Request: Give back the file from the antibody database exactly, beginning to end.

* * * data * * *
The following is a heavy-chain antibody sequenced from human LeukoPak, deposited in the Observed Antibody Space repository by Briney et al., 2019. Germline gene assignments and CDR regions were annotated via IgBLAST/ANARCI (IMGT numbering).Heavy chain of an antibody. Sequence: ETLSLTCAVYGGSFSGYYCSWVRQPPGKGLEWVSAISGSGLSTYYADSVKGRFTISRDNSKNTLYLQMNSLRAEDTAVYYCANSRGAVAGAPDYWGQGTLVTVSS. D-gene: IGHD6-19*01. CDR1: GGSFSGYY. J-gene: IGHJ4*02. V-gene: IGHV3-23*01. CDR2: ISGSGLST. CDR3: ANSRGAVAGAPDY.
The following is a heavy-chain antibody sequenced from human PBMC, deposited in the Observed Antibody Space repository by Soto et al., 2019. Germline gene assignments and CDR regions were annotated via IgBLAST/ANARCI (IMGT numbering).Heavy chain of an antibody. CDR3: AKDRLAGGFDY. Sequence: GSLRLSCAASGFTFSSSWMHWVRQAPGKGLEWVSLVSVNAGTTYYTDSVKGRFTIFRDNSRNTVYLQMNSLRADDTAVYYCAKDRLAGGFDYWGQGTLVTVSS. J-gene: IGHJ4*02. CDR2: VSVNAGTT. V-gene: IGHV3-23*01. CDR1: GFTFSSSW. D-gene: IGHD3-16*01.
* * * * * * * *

The following is a heavy-chain antibody sequenced from human LeukoPak, deposited in the Observed Antibody Space repository by Briney et al., 2019. Germline gene assignments and CDR regions were annotated via IgBLAST/ANARCI (IMGT numbering).Heavy chain of an antibody. Sequence: ETLSLTCAVYGGSFSGYYCSWVRQPPGKGLEWVSAISGSGLSTYYADSVKGRFTISRDNSKNTLYLQMNSLRAEDTAVYYCANSRGAVAGAPDYWGQGTLVTVSS. D-gene: IGHD6-19*01. CDR1: GGSFSGYY. J-gene: IGHJ4*02. V-gene: IGHV3-23*01. CDR2: ISGSGLST. CDR3: ANSRGAVAGAPDY.
The following is a heavy-chain antibody sequenced from human PBMC, deposited in the Observed Antibody Space repository by Soto et al., 2019. Germline gene assignments and CDR regions were annotated via IgBLAST/ANARCI (IMGT numbering).Heavy chain of an antibody. CDR3: AKDRLAGGFDY. Sequence: GSLRLSCAASGFTFSSSWMHWVRQAPGKGLEWVSLVSVNAGTTYYTDSVKGRFTIFRDNSRNTVYLQMNSLRADDTAVYYCAKDRLAGGFDYWGQGTLVTVSS. J-gene: IGHJ4*02. CDR2: VSVNAGTT. V-gene: IGHV3-23*01. CDR1: GFTFSSSW. D-gene: IGHD3-16*01.